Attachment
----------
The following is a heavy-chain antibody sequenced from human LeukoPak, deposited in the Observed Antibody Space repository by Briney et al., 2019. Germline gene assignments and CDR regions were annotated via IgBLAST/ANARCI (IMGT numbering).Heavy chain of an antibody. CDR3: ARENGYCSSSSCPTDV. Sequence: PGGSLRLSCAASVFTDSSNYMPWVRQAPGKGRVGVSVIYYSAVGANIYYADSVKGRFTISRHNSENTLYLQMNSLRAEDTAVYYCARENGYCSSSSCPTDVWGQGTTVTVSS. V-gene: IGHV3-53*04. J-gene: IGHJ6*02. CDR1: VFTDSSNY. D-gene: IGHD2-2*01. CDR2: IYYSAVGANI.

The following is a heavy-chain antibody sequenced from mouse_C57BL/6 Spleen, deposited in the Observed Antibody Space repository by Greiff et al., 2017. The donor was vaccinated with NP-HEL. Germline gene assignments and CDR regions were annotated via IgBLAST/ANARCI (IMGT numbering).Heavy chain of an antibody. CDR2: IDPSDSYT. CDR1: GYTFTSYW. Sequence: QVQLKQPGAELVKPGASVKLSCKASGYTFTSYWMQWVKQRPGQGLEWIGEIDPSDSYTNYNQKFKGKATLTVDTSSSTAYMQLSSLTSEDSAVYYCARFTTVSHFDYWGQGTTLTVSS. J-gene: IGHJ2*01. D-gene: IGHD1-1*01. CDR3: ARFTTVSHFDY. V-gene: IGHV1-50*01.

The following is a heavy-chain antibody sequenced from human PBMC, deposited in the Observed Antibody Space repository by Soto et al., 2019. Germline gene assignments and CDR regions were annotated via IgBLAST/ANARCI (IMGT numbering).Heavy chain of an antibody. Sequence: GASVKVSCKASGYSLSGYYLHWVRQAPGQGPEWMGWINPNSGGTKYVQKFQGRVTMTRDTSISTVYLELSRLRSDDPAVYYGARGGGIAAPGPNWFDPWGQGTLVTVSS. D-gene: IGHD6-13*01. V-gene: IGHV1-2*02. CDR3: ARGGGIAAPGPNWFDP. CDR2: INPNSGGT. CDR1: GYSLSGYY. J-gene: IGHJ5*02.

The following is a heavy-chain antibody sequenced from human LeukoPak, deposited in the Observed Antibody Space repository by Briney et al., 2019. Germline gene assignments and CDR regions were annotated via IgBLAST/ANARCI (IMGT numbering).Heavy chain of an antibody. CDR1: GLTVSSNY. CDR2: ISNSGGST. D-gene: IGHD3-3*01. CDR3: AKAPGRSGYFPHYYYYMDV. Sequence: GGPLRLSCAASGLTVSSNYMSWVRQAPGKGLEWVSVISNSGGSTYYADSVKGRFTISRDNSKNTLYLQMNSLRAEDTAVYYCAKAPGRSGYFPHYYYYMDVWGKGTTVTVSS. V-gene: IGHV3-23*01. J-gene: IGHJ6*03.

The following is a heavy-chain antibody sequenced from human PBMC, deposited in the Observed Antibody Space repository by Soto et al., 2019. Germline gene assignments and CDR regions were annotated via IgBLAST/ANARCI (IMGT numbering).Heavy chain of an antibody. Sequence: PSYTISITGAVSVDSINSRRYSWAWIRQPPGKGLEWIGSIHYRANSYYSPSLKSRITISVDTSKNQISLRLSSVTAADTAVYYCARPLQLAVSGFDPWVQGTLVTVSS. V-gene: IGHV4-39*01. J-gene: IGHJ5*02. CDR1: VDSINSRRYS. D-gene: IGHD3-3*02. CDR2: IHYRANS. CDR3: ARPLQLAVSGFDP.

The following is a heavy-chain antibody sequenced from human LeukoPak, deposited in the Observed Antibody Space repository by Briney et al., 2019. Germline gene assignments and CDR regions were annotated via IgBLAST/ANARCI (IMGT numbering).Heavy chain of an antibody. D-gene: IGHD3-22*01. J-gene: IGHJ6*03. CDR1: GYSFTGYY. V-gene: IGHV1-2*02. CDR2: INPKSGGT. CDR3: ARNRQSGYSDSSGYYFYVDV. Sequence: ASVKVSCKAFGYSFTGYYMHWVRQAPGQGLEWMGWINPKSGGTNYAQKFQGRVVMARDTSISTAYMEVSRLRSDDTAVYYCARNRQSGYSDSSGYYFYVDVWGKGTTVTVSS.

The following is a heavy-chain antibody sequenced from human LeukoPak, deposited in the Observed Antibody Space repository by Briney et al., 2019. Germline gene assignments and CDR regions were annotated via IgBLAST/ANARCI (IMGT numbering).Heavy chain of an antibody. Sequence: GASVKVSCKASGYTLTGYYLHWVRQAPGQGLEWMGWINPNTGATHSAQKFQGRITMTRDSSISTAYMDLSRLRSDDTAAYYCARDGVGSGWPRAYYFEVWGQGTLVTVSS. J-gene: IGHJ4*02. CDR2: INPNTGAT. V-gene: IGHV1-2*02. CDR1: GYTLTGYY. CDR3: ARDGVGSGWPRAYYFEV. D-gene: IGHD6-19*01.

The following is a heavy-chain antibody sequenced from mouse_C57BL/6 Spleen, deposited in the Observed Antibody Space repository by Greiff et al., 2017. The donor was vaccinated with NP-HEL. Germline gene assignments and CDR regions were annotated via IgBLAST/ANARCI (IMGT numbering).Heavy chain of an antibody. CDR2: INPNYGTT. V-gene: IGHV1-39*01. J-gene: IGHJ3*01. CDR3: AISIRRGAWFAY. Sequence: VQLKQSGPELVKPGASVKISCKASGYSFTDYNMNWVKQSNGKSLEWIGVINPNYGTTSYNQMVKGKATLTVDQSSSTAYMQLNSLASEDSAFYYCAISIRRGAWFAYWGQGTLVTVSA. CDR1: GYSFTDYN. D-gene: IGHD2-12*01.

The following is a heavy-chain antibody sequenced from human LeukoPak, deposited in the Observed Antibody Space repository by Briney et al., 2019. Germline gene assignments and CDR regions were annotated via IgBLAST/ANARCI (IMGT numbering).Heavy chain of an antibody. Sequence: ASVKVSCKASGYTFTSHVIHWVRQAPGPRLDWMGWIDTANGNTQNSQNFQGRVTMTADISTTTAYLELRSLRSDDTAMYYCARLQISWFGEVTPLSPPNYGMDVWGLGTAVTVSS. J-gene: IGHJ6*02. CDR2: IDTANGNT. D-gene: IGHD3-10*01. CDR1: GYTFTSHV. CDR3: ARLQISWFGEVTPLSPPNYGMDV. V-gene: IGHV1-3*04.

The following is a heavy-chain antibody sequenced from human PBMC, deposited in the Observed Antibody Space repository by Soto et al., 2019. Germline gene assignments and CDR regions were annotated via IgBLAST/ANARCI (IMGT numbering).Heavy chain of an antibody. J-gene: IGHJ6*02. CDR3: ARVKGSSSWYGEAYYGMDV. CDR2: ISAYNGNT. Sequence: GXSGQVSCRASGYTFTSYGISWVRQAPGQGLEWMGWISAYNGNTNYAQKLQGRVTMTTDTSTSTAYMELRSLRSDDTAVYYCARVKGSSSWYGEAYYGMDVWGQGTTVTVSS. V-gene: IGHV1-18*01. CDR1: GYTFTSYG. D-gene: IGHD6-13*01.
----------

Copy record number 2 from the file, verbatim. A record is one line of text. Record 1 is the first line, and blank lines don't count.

The following is a heavy-chain antibody sequenced from mouse_C57BL/6 Spleen, deposited in the Observed Antibody Space repository by Greiff et al., 2017. The donor was vaccinated with NP-HEL. Germline gene assignments and CDR regions were annotated via IgBLAST/ANARCI (IMGT numbering).Heavy chain of an antibody. CDR2: IDPSDSYT. CDR1: GYTFTSYW. Sequence: QVQLKQPGAELVKPGASVKLSCKASGYTFTSYWMQWVKQRPGQGLEWIGEIDPSDSYTNYNQKFKGKATLTVDTSSSTAYMQLSSLTSEDSAVYYCARFTTVSHFDYWGQGTTLTVSS. J-gene: IGHJ2*01. D-gene: IGHD1-1*01. CDR3: ARFTTVSHFDY. V-gene: IGHV1-50*01.